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How to handle a name that includes an exclamation point (or other punctuation)?

Just like the title of this question.

I was reading an article about CAPTCHAs on Wikipedia and I read this:

These methods have been used by spammers to set up thousands of accounts on free email services such as Gmail and Yahoo!.

Is this correct or should the period be omitted? It looks very strange.

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marked as duplicate by F'x, kiamlaluno, PLL, RegDwigнt, Kosmonaut Feb 21 '11 at 15:15

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It doesn't bother me having it but I doubt anyone would be outraged (excepting Yahoo!'s marketing department) if you dropped the exclamation point. –  advs89 Feb 21 '11 at 0:00
    
@advs89: That would be a good reason for dropping it hehe. –  Cerberus Feb 21 '11 at 1:23
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4 Answers 4

My admittedly prescriptivist opinion is this. When companies (it is always companies) choose to break basic rules of language, like adding stops to their names, I feel no obligation at all to make any effort to accommodate this. I use my own discretion to write their names in a way that seems reasonable to me.

I treat commercialese as a foreign language: I adapt it into my own language as I see fit. Does anyone feel obliged to write Peking in Chinese characters? Or to write any foreign name in exactly the same way as it is written in its language of origin? I write Germany, Netherlands, Peter the Great, Charlemagne, etc., etc., none of which are written the same way in their respective languages of origin. Nowadays some newspapers seem to change their designation of a country whenever its regime invents a new name; I consider this unnecessary and contrary to historical practice.

Just write Tomtom, Yahoo, etc, unless there is a specific reason not to, such as in a database; in a random weblog, there is no such reason, since Google's search is fuzzy enough (too fuzzy for my taste in fact—but that is another story). [Edited from here on:] If the rules for a specific publication demand that you should do otherwise, it is up to you to decide whether you can get away with disobedience. It is generally a good idea to at least stick with one spelling throughout a document or publication, whichever it is.

In some cases, you might have a unique chance to lead the development of the spelling of a particular term into a different direction: if you write for a major newspaper about a new institution—say, if the tax agency had a new collecting division called Contr!butions :-)—, you might want to leave out any smiley faces and weird marks, to make the world a better place.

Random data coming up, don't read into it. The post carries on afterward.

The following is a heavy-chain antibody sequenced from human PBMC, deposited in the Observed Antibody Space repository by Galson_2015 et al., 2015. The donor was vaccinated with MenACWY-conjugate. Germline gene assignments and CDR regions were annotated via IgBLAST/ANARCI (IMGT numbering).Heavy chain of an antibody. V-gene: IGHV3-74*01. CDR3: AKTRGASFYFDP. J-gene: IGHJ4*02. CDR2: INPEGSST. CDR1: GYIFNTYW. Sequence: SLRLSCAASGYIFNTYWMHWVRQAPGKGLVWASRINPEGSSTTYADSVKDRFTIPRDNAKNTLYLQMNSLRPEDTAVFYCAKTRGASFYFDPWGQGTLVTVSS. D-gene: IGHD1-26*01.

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I think this is reasonable; just to add my pragmatic 2¢: certain publications have policies about how to write certain company names, including how to handle capitalization, punctuation and so on. Not all publications will agree on every company name and every situation, but in any case, it is usually consistent. (Wikipedia is probably an example of a publication that would have a lot of trouble maintaining consistency in this regard, because of the nature of how information is added to the site.) –  Kosmonaut Feb 21 '11 at 0:09
    
@Kosmonaut: Right, I should add something about being consistent. The rules of specific pulications I'd like to put under "unless there is a specific reason not to". Funny that you should mention Wikipedia. I remember I once began correcting the titles of a series of pages about some government policy; then I was reverted by another editor who told me that, unfortunately, those wrongly spelled words were the official names in the official documents, and that it was Wikipedia policy to keep such names. I disagree with this policy, but I had to fold, of course. –  Cerberus Feb 21 '11 at 0:18
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The exclamation mark in Yahoo!'s brand name can be annoying when it interferes with existing punctuation. One way to disambiguate is to drop it altogether, while another way is to use quotes:

So, did they reach a deal with “Yahoo!”?

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Yahoo! is the name of the entity so ending a sentence with 'Yahoo!.' and a question with 'Yahoo!?' is appropriate, as weird as it may seem.

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You should omit the period. Only include the period in the absence of otherwise final punctuation, such as ! or . (as in etc.) or ? — and see how I skirted the issue here? :)

Edit: If it bothers you, it would be easy enough to switch the order: "... Yahoo! and Gmail."

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Omitting the period is wrong in my opinion. Now the sentence is "These methods have been used by spammers to set up thousands of accounts on free email services such as Gmail and Yahoo!"; this gives an exclamatory effect and I assume that's not what the author had in mind. –  Nishant Feb 20 '11 at 23:06
    
I am not sure if I should consider the '!' as punctuation in this case, as it's part of a name. –  rightfold Feb 20 '11 at 23:09
    
I see that is wrong in your opinion. This is just where you and I differ. –  Robusto Feb 20 '11 at 23:09
    
@Radek: It's too ambiguous. If I had read that sentence myself before seeing this question, I would assume the emphasis since I forgot Yahoo normally has an exclamation mark after it. –  DisgruntledGoat Feb 20 '11 at 23:36
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